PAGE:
Christine de Pizan

Christine de Pizan
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Friday, April 3, 2015

Poet Aemilia Lanyer, Shakespeare's Contemporary

Aemilia Bassano Lanyer (buried 3 April 1645)




Although details of her life are few, Aemilia Bassano was baptized in the London church of St. Botolph on 27 January 1569, the daughter of Baptiste Bassano, a court musician. Long lost to history, Aemilia Lanyer rocketed to prominence in 1973, when historian A. L. Rowse published Shakespeare the Man, in which he argued that Lanyer was the "dark lady" of Shakespeare's sonnets.

Rowse's identification of Lanyer as Shakespeare's  "dark lady" is now generally discounted by Lanyer scholars--in any case, however attractive and exciting her connection to Shakespeare's sonnets may have been, it reduced Lanyer to being an object of a famous poet's desire. But Rowse's identification did bring Lanyer back to scholarly attention. Now she is recognized not as the "dark lady" of someone's fevered imagination but as an accomplished poet in her own right, one who is a notable poetic contemporary of Shakespeare.

Lanyer published her anthology Salve Deus Rex Judaeorum (Hail, God, King of the Jews) in 1611. It is a composite volume--the book begins with a series of  lyrics addressed to royal and aristocratic women, including Anne of Denmark, queen of England, and her daughter, the Princess Elizabeth, the poet Mary Sydney, and Anne Clifford, the countess of Dorset. These lyrics are composed in an impressive range of styles: six-line stanzas, rime-royal stanzas, cross-rhymed quatrains, and ottava rima. Three of the prefatory dedications are in prose: one to "all virtuous ladies in general," one to Margaret, countess of Cumberland, and one to "the virtuous reader."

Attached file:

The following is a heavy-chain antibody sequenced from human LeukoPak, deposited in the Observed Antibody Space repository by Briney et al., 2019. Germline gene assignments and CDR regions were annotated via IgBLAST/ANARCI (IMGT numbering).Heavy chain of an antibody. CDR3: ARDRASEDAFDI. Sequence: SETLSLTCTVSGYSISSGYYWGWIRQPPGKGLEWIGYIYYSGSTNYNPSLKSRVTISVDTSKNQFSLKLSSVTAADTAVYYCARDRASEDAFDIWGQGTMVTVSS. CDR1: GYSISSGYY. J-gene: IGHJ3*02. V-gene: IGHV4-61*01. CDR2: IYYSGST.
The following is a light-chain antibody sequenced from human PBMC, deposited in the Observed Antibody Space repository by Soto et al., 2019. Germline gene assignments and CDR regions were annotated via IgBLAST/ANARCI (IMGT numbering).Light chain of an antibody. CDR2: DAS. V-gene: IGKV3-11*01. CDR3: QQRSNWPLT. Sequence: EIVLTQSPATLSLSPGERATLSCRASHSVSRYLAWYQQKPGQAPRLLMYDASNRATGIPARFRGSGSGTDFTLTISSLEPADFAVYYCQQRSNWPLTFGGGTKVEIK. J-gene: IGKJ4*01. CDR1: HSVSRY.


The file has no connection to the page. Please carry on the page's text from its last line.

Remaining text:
The body of the work, the title poem Salve Deus Rex Judaeorum, is a narrative of 1840 lines, 230 rime-royal stanzas, that tells the story of Christ's passion. It represents a kind of counternarrative to the New Testament accounts of Jesus's arrest, trial, and crucifixion, telling the story from the perspective of women. The most arresting part of Lanyer's retelling is the section she entitles "Eve's Apology"--here, Lanyer expands one New Testament reference to Pilate's wife, which ascribes to her a few words (from Mark 27:19: when Pilate sits down "on the judgment seat," his wife sends for him, "saying, 'Have you nothing to do with that just man: for I have suffered many things this day in a dream because of him.'").

In Lanyer's Salve Deus, Pilate's wife offers an extended speech in defense of Eve, culminating in a direct address not only to Pilate but to all men. If Eve sinned in having "tasted of the Tree," condemning women to pain and subservience, then Pilate's sin, in condemning Jesus to death, is a sin that "surmounts" Eve's and should reverse the situation. In the words of Pilate's wife: 
Then let us have our liberty again
And challenge to [claim for] yourselves no sovereignty;
You came not in the world without our pain,
Make that a bar against your cruelty;
Your fault being greater, why should you disdain
Our being your equals, free from tyranny?
If one weak woman simply did offend,
This sin of yours hath no excuse nor end.

Rounding out the volume is "The Description of Cooke-ham," a country-house poem, and one final prose prose piece, "To the doubtful reader."

There is, of course, a lot of craziness out there about Aemilia Lanyer--but why not start with her work? You can access the full-text of Salve Deus Rex Judaeorum here, but I recommend Susanne Woods's edition, The Poems of Aemilia Lanyer, which offers excellent introductory material and notes.

And then, just for fun, you might enjoy John Hudson's The Dark Lady: The Woman Who Wrote Shakespeare's PlaysHudson argues not that Lanyer was the the object of Shakespeare's desires, real or fictional, but that she is the real author of the plays attributed to Shakespeare! Ha! Talk about reversal of fortune!

Lanyer died in 1645, at the age of seventy-six, and was buried on 3 April at St. James, Clerkenwell. (The old church no longer exists--it was rebuilt in the eighteenth century.)

(There are no known portraits of Aemilia Lanyer, though various lovely images, including an especially beautiful miniature by Nicholas Hilliard, have been said to represent Lanyer.)